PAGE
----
home office was deciding what kind of staffing solutions would be
Would I be able to
employ someone who knew how to operate my business but could work
from a remote location? Would I be able to find someone who was
technically proficient and could provide customer
Moving from a
traditional workplace to a nontraditional environment requires that
staff be flexible and have the ability to learn new skills quickly.
The workplace would no longer have prescribed hours or work
I was fortunate to
have an employee who worked for me a year-and-half before I moved
-- someone who was computer-oriented and familiar with my
requirements and motivations.
My assistant was
already working part time and was set up to work at home or a
remote location. Coverage was never a problem while I was away from
the office because she had experience working remotely. Even so, it
took some time for her to adjust and overcome her apprehension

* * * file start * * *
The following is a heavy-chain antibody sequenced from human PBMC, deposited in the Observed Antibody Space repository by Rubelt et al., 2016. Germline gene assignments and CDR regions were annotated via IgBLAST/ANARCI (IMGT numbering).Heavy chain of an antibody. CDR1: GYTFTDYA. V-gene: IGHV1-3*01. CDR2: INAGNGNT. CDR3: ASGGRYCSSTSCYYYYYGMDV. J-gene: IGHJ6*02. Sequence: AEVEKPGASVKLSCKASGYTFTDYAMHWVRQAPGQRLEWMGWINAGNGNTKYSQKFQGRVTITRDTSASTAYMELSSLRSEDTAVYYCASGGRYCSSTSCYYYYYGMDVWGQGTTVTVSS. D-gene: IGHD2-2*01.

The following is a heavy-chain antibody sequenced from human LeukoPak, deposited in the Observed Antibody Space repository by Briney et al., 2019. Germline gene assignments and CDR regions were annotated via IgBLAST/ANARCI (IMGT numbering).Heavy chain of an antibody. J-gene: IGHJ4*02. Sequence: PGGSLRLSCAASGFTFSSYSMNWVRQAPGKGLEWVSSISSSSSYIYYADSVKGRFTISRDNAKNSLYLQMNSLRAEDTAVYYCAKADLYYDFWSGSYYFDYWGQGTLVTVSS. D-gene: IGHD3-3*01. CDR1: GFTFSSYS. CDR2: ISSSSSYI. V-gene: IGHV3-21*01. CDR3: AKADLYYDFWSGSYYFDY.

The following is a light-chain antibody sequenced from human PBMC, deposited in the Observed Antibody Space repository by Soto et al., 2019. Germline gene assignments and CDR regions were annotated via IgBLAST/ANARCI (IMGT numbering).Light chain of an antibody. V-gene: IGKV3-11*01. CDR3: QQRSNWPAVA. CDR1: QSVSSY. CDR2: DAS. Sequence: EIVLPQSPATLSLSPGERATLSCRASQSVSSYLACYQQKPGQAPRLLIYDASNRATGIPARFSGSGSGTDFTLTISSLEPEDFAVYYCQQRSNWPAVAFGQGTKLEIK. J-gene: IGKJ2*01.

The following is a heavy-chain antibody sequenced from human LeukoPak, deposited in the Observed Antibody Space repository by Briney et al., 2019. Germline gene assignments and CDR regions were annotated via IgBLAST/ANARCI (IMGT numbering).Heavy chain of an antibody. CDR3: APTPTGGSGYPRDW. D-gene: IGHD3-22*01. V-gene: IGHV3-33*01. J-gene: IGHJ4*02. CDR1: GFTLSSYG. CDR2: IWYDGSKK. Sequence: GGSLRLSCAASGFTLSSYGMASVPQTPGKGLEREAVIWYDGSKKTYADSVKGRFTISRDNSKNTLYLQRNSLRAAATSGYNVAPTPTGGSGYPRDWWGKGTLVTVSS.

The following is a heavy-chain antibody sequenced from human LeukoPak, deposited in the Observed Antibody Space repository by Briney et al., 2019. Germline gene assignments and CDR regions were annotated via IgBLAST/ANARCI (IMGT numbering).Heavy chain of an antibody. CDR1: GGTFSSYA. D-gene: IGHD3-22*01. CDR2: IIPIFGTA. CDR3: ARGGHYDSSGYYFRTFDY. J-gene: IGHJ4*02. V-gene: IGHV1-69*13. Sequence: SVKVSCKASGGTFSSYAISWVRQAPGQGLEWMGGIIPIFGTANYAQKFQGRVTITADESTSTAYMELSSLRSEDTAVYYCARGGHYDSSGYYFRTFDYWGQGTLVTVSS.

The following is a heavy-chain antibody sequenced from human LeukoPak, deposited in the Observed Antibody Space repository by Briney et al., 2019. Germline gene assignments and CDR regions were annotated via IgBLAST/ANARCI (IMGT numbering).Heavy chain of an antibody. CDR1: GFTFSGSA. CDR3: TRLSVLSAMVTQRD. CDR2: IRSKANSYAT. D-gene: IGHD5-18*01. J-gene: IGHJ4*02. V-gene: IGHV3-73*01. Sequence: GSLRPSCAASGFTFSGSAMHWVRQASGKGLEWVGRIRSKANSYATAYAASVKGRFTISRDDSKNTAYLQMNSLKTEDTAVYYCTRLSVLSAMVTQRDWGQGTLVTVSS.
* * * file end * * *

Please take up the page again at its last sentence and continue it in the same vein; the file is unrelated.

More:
about the new office setup.
We discussed and
outlined our expectations and goals. We communicated often and kept
each other informed, in person, via e-mail and by telephone. Some
managers or agency owners may be reluctant to embrace telecommuting
because they worry about losing control over staff. Our working
relationship did not change. She came to the office on specific
days and covered for me the remainder of the time from her home
Keeping in touch
electronically has its advantages. With e-mail especially, there is
less of a chance that messages will be misinterpreted. Social and
professional isolation are concerns, but agents meet with me often
and with sales representatives in the office. They attend trade
shows and interact with their clients. We have established office
protocol and checkpoints to discuss work projects.
and most office procedures can now be handled remotely. To help set
up the virtual office, I provided my assistant with equipment such
as a computer and printer from my former office. I also provided
her with office furniture that was no longer needed after the move
My assistant paid for
broadband Internet service, separate telephone lines, a fax machine
and office supplies. Some of her expenses may be tax deductible.
Other home-use costs may be deductible, as well, depending upon tax